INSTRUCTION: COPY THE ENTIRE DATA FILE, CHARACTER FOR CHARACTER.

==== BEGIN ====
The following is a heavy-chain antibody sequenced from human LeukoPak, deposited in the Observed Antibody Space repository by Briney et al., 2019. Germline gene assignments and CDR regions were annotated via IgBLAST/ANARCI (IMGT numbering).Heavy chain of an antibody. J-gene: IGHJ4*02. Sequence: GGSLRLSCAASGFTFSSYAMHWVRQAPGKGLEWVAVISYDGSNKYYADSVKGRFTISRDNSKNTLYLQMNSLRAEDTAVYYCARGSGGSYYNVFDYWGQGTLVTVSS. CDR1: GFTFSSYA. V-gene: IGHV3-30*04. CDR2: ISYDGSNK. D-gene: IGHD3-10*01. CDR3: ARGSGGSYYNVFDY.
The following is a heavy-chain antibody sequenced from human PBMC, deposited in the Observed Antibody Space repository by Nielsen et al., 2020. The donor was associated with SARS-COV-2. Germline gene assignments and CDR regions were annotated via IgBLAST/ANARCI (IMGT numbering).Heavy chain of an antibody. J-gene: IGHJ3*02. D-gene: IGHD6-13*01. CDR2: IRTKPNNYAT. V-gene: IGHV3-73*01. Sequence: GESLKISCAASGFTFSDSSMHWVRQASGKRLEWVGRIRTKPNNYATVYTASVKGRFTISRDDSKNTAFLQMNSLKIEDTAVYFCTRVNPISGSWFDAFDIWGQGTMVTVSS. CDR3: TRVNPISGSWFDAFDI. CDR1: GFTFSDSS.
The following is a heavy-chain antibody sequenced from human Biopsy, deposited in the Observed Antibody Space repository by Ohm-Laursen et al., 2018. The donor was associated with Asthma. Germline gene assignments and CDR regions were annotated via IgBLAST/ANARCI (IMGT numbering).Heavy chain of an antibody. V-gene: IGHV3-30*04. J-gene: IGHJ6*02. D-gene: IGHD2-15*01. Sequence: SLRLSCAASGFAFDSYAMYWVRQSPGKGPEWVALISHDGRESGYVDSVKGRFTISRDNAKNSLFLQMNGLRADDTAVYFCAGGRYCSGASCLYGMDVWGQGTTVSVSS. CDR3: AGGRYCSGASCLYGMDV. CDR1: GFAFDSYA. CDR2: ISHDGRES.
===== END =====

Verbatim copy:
The following is a heavy-chain antibody sequenced from human LeukoPak, deposited in the Observed Antibody Space repository by Briney et al., 2019. Germline gene assignments and CDR regions were annotated via IgBLAST/ANARCI (IMGT numbering).Heavy chain of an antibody. J-gene: IGHJ4*02. Sequence: GGSLRLSCAASGFTFSSYAMHWVRQAPGKGLEWVAVISYDGSNKYYADSVKGRFTISRDNSKNTLYLQMNSLRAEDTAVYYCARGSGGSYYNVFDYWGQGTLVTVSS. CDR1: GFTFSSYA. V-gene: IGHV3-30*04. CDR2: ISYDGSNK. D-gene: IGHD3-10*01. CDR3: ARGSGGSYYNVFDY.
The following is a heavy-chain antibody sequenced from human PBMC, deposited in the Observed Antibody Space repository by Nielsen et al., 2020. The donor was associated with SARS-COV-2. Germline gene assignments and CDR regions were annotated via IgBLAST/ANARCI (IMGT numbering).Heavy chain of an antibody. J-gene: IGHJ3*02. D-gene: IGHD6-13*01. CDR2: IRTKPNNYAT. V-gene: IGHV3-73*01. Sequence: GESLKISCAASGFTFSDSSMHWVRQASGKRLEWVGRIRTKPNNYATVYTASVKGRFTISRDDSKNTAFLQMNSLKIEDTAVYFCTRVNPISGSWFDAFDIWGQGTMVTVSS. CDR3: TRVNPISGSWFDAFDI. CDR1: GFTFSDSS.
The following is a heavy-chain antibody sequenced from human Biopsy, deposited in the Observed Antibody Space repository by Ohm-Laursen et al., 2018. The donor was associated with Asthma. Germline gene assignments and CDR regions were annotated via IgBLAST/ANARCI (IMGT numbering).Heavy chain of an antibody. V-gene: IGHV3-30*04. J-gene: IGHJ6*02. D-gene: IGHD2-15*01. Sequence: SLRLSCAASGFAFDSYAMYWVRQSPGKGPEWVALISHDGRESGYVDSVKGRFTISRDNAKNSLFLQMNGLRADDTAVYFCAGGRYCSGASCLYGMDVWGQGTTVSVSS. CDR3: AGGRYCSGASCLYGMDV. CDR1: GFAFDSYA. CDR2: ISHDGRES.